Featured Research

from universities, journals, and other organizations

New Method For Directing And Filming Blood Vessels Developed

Date:
March 28, 2008
Source:
Uppsala University
Summary:
A new method of filming blood-vessel cells that move in accordance with targeted signals has been developed. The method can also be used to study how migration of cancer cells and nerves can be controlled. Formation of new blood cells and lymph vessels takes place with a number of different diseases.

A new method of filming blood-vessel cells that move in accordance with targeted signals has been developed by researchers at Uppsala University in collaboration with researchers at the University of California. The method can also be used to study how migration of cancer cells and nerves can be controlled.

Formation of new blood cells and lymph vessels takes place with a number of different diseases. Formation of new cells is sometimes desirable, e.g. in the event of wound healing, when new tissue must be formed. Undesirable vessel formation takes place in the event of tumour growth. The tumour receives nutrition from the new blood vessels and can also spread via newly formed lymph vessels, thus prevention of vessel growth is desirable in this situation.

A major challenge in the field of medicine is understanding the signals governing the way vessels are formed. It has been proposed that targeted signals -- so-called gradients -- from growth factors instruct the vessels as to the direction in which they are to grow.

"Our study shows that a simple gradient from a signal protein is sufficient to tell the blood vessel cell in which direction it is to move. We have also been able to show that the form of the gradient governs the way in which the cell moves," says Irmeli Barkefors, a postgraduate student at Uppsala University.

The research group is now going to develop the method further. The aim is to be able to study targeted migration in complicated organ culture systems, whereby interaction between different cell types can be studied.

"The method can basically be adapted to facilitate study of all types of cells. It is particularly important to study the mechanisms that determine whether or not cancer cells spread," says researchers Johan Kreuger, who has been heading the project.

The study was published on 17 March in the Internet edition of the Journal of Biological Chemistry. (http://www.jbc.org/cgi/content/abstract/M704917200v1)


Story Source:

The above story is based on materials provided by Uppsala University. Note: Materials may be edited for content and length.


Cite This Page:

Uppsala University. "New Method For Directing And Filming Blood Vessels Developed." ScienceDaily. ScienceDaily, 28 March 2008. <www.sciencedaily.com/releases/2008/03/080326111646.htm>.
Uppsala University. (2008, March 28). New Method For Directing And Filming Blood Vessels Developed. ScienceDaily. Retrieved July 25, 2014 from www.sciencedaily.com/releases/2008/03/080326111646.htm
Uppsala University. "New Method For Directing And Filming Blood Vessels Developed." ScienceDaily. www.sciencedaily.com/releases/2008/03/080326111646.htm (accessed July 25, 2014).

Share This




More Health & Medicine News

Friday, July 25, 2014

Featured Research

from universities, journals, and other organizations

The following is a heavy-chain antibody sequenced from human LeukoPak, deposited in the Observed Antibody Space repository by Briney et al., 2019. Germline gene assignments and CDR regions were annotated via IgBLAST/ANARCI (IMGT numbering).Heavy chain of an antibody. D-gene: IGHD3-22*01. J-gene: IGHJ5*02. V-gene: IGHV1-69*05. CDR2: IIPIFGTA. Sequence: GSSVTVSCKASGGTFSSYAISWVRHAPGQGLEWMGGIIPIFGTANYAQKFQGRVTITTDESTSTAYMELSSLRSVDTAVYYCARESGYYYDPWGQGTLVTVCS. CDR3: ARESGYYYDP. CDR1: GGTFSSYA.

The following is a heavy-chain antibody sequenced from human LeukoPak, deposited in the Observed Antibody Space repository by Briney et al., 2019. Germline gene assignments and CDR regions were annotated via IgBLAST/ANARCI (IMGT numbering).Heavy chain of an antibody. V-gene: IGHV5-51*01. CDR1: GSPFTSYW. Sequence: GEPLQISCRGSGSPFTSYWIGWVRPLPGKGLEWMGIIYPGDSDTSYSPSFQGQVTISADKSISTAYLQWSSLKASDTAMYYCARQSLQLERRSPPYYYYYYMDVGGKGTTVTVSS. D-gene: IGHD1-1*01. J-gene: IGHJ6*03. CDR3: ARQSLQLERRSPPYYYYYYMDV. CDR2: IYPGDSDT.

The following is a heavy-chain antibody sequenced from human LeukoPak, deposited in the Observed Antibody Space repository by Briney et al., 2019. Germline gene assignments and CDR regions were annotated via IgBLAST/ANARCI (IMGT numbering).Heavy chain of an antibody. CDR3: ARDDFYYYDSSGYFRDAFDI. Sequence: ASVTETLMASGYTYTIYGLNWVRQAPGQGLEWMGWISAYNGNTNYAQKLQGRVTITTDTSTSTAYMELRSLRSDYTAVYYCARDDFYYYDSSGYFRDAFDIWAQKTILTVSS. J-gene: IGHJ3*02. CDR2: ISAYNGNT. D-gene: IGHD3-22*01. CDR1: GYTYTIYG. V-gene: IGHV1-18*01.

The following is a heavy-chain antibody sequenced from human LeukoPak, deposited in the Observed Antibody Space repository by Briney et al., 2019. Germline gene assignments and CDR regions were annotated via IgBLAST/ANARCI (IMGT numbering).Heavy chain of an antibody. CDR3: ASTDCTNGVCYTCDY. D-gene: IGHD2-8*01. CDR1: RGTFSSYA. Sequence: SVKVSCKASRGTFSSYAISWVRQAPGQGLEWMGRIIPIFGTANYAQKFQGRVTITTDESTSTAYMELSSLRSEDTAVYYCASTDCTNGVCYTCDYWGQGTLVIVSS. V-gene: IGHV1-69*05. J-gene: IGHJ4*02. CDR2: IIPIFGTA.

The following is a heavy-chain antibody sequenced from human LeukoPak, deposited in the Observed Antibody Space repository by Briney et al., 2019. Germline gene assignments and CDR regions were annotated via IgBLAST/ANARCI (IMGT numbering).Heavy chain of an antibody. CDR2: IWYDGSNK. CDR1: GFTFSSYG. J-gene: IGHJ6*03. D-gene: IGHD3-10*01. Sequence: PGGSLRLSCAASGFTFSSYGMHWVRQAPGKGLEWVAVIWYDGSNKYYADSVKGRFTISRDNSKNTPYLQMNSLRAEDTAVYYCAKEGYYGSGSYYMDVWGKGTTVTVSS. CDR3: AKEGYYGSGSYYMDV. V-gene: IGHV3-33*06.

Featured Videos

from AP, Reuters, AFP, and other news services

New Painkiller Designed To Discourage Abuse: Will It Work?

New Painkiller Designed To Discourage Abuse: Will It Work?

Newsy (July 24, 2014) The FDA approved Targiniq ER on Wednesday, a painkiller designed to keep users from abusing it. Like any new medication, however, it has doubters. Video provided by Newsy
Powered by NewsLook.com
Doctor At Forefront Of Fighting Ebola Outbreak Gets Ebola

Doctor At Forefront Of Fighting Ebola Outbreak Gets Ebola

Newsy (July 24, 2014) Sheik Umar Khan has treated many of the people infected in the Ebola outbreak, and now he's become one of them. Video provided by Newsy
Powered by NewsLook.com
Condemned Man's US Execution Takes Nearly Two Hours

Condemned Man's US Execution Takes Nearly Two Hours

AFP (July 24, 2014) America's death penalty debate raged Thursday after it took nearly two hours for Arizona to execute a prisoner who lost a Supreme Court battle challenging the experimental lethal drug cocktail. Duration: 00:55 Video provided by AFP
Powered by NewsLook.com
Can Watching TV Make You Feel Like A Failure?

Can Watching TV Make You Feel Like A Failure?

Newsy (July 24, 2014) A study by German researchers claims watching TV while you're stressed out can make you feel guilty and like a failure. Video provided by Newsy
Powered by NewsLook.com

Search ScienceDaily

Number of stories in archives: 140,361

Find with keyword(s):
Enter a keyword or phrase to search ScienceDaily for related topics and research stories.

Save/Print:
Share:

Breaking News:
from the past week

In Other News

... from NewsDaily.com

Science News

    Health News

      Environment News

        Technology News



          Save/Print:
          Share:

          Free Subscriptions


          Get the latest science news with ScienceDaily's free email newsletters, updated daily and weekly. Or view hourly updated newsfeeds in your RSS reader:

          Get Social & Mobile


          Keep up to date with the latest news from ScienceDaily via social networks and mobile apps:

          Have Feedback?


          Tell us what you think of ScienceDaily -- we welcome both positive and negative comments. Have any problems using the site? Questions?
          Mobile: iPhone Android Web
          Follow: Facebook Twitter Google+
          Subscribe: RSS Feeds Email Newsletters
          Latest Headlines Health & Medicine Mind & Brain Space & Time Matter & Energy Computers & Math Plants & Animals Earth & Climate Fossils & Ruins